Wednesday, March 30, 2011

Julia Gillard, Kevin Rudd, Stephen Smith computers hacked.

The following news article should be a reminder to all of us that even the top people in Australian government can have their email accounts compromised.

“Gillard's parliamentary computer, along with those of several cabinet ministers including Foreign Minister Kevin Rudd and Defence Minister Stephen Smith were believed to have been compromised, News Ltd newspapers report”.... Read More

For obvious reasons we aren’t provided with the full details of how their computers were hacked and whether or not it was their computers or just their email accounts. But what is important is for all of us to decide the level of risk associated with keeping material online and easily accessible not only to ourselves, but potentially to others as well.

Government ministers will have the best resources available to them which far exceeds the resources available to most small and medium sized businesses. Most businesses unwittingly (and without their knowledge or control) provide others with details of their infrastructure making it easier for hackers and criminals to be quite specific in how they target a business, government department or individual. With knowledge you can reduce your attack profile on the internet. You can’t eliminate your attack profile because as we’ve seen even the biggest companies in the world (such as Google) haven’t been able to prevent others from hacking them, but you can reduce your exposure.

Computing as with life is full of compromises. As we move more towards cloud based services do ask questions and keep in mind the compromises you are forced to make. Many online services do not provide important logging information that would immediately alert you to a possible online attack. Many computer professionals believing they are assisting their clients by providing the latest tools and technologies to give them remote access to their systems and may in fact be potentially exposing their clients. If you can log on remotely, then it is possible that someone else may be able to as well. Make sure you know the increased exposure with each piece of new technology and that you ask the questions you need to ask.

- Kelvin Eldridge

Saturday, March 12, 2011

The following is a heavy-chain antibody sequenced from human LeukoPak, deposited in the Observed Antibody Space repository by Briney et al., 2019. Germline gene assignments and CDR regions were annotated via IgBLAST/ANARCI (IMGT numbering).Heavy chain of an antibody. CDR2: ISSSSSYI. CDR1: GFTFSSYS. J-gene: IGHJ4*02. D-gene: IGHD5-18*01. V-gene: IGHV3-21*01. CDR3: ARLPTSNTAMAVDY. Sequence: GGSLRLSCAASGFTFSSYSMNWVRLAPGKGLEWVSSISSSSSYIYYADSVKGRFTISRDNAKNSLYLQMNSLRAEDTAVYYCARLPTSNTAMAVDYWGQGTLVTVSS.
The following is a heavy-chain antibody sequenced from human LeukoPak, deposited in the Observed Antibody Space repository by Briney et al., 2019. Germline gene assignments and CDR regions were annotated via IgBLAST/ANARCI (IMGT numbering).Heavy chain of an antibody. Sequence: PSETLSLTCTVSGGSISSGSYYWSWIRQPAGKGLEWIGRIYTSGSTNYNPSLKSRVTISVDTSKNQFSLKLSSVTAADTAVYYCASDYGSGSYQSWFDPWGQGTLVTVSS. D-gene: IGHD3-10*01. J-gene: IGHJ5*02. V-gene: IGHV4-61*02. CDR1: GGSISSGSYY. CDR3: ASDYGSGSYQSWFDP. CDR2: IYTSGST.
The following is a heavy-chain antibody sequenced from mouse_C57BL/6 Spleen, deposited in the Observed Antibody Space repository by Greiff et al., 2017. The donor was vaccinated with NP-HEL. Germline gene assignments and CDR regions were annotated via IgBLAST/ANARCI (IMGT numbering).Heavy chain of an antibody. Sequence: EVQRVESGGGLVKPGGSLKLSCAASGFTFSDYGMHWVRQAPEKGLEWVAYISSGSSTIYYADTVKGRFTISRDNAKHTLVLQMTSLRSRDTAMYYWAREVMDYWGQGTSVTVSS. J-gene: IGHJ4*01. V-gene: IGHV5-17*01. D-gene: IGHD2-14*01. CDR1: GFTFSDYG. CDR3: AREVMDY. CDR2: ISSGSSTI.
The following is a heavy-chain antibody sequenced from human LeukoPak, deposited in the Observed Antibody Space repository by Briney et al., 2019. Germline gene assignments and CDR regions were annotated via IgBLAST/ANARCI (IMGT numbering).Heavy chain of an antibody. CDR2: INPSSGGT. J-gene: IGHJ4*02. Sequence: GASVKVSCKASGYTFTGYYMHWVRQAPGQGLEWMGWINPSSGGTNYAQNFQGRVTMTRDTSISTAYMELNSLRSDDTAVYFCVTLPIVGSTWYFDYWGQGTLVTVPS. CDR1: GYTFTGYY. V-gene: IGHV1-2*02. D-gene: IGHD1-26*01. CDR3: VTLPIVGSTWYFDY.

MyAnswers: Outlook message "The spelling check is complete." but I can see spelling errors

The following MyAnswers solution 2081 is now available:

When I type a new email message in Outlook 2007 the spellcheck never works. When I click on the spellcheck button on the toolbar I get the message "The spelling check is complete." but I know there are errors in my spelling that aren't getting picked up.

Click here to obtain the solution.

Click here for related solutions.

Kelvin Eldridge

Friday, March 11, 2011

Alert: Apple iOS 4.3 update may cause billshock for some iPhone users

Yesterday I updated Apple iTunes (as there was an upgrade waiting) and then followed up with upgrading my Apple iPhone 3GS to iOS 4.3. This was all done using Telstra's 3G data network. I knew there would be a big hit, as in the past I've advised staff at clients not to upgrade their iPhone operating systems at work as it kills the network performance, so I know it is a beefy upgrade.

Today I decided to check the usage which is normally in the 10's of megabytes per day, an my last usage  was 760MB. WOW I thought. Yes it is only every now and then it occurs, but still wow. That's a big update. It is possible there may have been other traffic that occurred on the day, but I felt it prudent to warn others.

The problem for many people is they may have a 1GB allowance on their mobile or USB broadband plans and getting a whopping 700MB plus slice of their data plan used so early in the month could cause them to go over their allowance. That could lead to hundreds of dollars of excess data usage charges from some carriers. I'm not in that boat because I've opted to buy 10GB to use over a year which means the peaks and troughs of data usage don't affect me. For me it works out cheaper. In the past I'd never go near my monthly limit just in case, which was a real pain and it also meant 20-30% of my data wasn't used so the real cost of the used data was greater.